The Makeup-Girls. They wear more makeup for a “workout” than what you wear for big occations like a wedding or a gala dinner. And thus, they don’t sweat, grunt or receive any marks (ever) during their time spent at the gym. Beside them, there’s me setting this PR in heavy hip thrusting, sweating and grunting out various sounds, not really considering taking a post-workout selfie. And if I do take a post-workout selfie, that’ll be for my two-three closest friends and not for MyStory. I mean, if you work it out hard enough and do your stuff right, people will notice you’ve squatted heavy shit sooner or later anyway. You don’t need a selfie after every workout to prove it. And I mostly look like shit right after a heavy workout anyway, so Snapchat and Twitter doesn’t need to know that.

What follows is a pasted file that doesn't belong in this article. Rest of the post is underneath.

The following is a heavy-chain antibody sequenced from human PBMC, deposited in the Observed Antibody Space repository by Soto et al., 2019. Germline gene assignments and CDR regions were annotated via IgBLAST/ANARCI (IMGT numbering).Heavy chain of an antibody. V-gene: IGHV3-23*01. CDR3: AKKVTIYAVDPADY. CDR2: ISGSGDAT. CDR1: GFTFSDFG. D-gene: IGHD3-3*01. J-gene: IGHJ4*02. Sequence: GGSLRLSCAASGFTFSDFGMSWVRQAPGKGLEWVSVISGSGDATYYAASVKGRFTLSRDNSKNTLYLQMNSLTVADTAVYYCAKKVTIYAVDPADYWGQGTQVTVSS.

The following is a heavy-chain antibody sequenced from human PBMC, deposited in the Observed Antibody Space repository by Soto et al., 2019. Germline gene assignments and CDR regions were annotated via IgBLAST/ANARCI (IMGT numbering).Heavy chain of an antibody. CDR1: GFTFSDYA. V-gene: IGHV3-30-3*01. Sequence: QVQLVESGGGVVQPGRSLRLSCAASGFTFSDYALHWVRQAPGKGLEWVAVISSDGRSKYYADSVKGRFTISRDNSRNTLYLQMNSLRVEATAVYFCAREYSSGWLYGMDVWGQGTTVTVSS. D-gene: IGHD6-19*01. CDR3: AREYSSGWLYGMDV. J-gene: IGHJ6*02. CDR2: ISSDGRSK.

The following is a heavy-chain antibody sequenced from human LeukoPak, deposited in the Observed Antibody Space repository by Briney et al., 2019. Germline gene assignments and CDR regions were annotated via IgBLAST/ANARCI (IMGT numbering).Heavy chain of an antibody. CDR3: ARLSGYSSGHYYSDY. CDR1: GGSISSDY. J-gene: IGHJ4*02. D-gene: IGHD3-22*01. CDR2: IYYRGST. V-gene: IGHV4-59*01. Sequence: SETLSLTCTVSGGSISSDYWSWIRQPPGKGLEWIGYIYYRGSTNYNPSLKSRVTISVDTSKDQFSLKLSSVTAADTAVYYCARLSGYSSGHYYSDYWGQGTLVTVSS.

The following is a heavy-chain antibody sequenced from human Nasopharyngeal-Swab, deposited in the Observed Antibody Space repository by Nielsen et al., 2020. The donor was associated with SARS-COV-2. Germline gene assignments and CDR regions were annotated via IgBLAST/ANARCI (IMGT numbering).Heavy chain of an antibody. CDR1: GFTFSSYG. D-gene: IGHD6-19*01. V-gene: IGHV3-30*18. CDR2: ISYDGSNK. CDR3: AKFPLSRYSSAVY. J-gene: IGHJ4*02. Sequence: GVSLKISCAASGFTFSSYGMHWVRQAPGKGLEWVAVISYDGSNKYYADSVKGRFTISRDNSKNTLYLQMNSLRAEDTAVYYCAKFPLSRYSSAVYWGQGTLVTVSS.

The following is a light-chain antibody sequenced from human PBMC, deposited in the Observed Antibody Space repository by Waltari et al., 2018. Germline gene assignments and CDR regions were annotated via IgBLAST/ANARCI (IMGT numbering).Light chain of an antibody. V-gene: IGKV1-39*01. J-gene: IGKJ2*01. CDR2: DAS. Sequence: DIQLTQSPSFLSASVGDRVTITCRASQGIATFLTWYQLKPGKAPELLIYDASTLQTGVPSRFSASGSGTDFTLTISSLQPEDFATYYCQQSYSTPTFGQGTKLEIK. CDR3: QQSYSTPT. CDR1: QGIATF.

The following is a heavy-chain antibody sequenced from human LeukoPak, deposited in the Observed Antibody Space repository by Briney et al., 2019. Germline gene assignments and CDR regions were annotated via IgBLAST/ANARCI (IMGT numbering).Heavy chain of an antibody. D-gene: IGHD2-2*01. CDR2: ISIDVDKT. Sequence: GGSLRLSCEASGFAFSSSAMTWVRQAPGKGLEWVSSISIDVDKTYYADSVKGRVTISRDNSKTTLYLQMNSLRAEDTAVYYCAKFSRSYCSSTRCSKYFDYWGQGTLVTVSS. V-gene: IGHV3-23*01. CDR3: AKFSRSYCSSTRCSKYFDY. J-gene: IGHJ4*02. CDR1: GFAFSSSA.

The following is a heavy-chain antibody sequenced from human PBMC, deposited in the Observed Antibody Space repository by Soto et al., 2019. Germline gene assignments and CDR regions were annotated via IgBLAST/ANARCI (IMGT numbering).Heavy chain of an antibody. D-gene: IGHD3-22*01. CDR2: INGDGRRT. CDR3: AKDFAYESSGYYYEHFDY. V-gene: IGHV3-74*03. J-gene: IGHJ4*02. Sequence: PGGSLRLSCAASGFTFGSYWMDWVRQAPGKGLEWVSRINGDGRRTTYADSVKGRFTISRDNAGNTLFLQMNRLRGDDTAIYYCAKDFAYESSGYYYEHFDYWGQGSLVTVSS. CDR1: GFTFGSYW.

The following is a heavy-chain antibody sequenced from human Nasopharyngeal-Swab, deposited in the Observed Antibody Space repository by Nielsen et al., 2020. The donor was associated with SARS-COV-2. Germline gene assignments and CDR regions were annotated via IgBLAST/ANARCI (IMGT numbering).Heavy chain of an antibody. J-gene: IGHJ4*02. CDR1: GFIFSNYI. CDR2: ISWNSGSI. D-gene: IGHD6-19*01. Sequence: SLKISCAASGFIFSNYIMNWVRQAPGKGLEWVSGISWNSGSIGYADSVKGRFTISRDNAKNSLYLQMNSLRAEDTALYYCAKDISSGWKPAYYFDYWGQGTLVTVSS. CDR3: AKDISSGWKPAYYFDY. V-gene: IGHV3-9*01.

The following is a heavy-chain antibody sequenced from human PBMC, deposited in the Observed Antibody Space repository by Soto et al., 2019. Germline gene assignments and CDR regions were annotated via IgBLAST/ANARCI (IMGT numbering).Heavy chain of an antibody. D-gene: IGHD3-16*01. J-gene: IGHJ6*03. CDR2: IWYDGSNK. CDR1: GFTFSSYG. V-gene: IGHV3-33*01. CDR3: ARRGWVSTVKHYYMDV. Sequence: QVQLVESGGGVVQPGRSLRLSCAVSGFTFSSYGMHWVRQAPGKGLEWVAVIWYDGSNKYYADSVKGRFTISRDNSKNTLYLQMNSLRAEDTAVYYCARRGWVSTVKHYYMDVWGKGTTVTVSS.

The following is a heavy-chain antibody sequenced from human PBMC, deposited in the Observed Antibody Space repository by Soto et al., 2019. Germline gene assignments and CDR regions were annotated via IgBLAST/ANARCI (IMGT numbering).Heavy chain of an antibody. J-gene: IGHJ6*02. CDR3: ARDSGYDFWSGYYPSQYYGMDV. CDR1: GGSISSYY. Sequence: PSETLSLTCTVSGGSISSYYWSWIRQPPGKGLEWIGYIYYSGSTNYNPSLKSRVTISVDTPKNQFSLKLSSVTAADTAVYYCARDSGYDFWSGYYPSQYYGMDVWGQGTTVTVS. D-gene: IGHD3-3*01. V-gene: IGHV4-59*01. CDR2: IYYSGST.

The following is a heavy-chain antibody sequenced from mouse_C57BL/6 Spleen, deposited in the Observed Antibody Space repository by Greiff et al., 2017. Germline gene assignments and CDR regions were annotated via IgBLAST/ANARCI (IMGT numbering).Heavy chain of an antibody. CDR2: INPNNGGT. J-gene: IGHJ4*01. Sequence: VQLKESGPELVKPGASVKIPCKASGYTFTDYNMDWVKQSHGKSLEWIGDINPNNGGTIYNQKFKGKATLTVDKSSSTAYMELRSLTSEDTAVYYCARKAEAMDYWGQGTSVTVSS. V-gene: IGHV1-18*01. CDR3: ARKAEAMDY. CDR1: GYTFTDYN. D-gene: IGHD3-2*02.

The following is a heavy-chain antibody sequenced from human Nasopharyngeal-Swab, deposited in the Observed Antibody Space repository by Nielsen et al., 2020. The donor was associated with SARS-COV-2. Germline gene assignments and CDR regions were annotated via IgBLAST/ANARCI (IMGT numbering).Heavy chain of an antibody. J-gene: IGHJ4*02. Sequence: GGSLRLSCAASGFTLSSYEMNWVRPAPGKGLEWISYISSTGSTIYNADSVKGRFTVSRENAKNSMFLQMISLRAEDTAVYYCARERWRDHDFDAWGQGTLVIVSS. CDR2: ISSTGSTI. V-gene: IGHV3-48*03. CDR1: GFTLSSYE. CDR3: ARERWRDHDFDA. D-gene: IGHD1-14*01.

The Bitch-Pad. When you start strength training, a golden rule is to avoid the bar pads whenever you can. You’re training to be hard, not a softie who can’t stand some marks. You don’t need several pads, three pairs of “gloves”, pulse warmers and so on. So please, no one needs a pad when you squat 40 kg. Seriously. The exception is hip thrusting, because with a 70 kg barbell balancing right ontop of your hip bones, you’ll actually get a better result lifting-wise when using a pad. But for back- and front squats; a mark here and there, that’s only a good. And it often hurts the most the first few times, after that you don’t really feel a lot. I remember getting serious marks after my PT first made me hip thrust 50 kg for 6 reps half a year ago, but nowadays I can hip thrust 72,5 kg for 15 reps and go from it with only slight marks.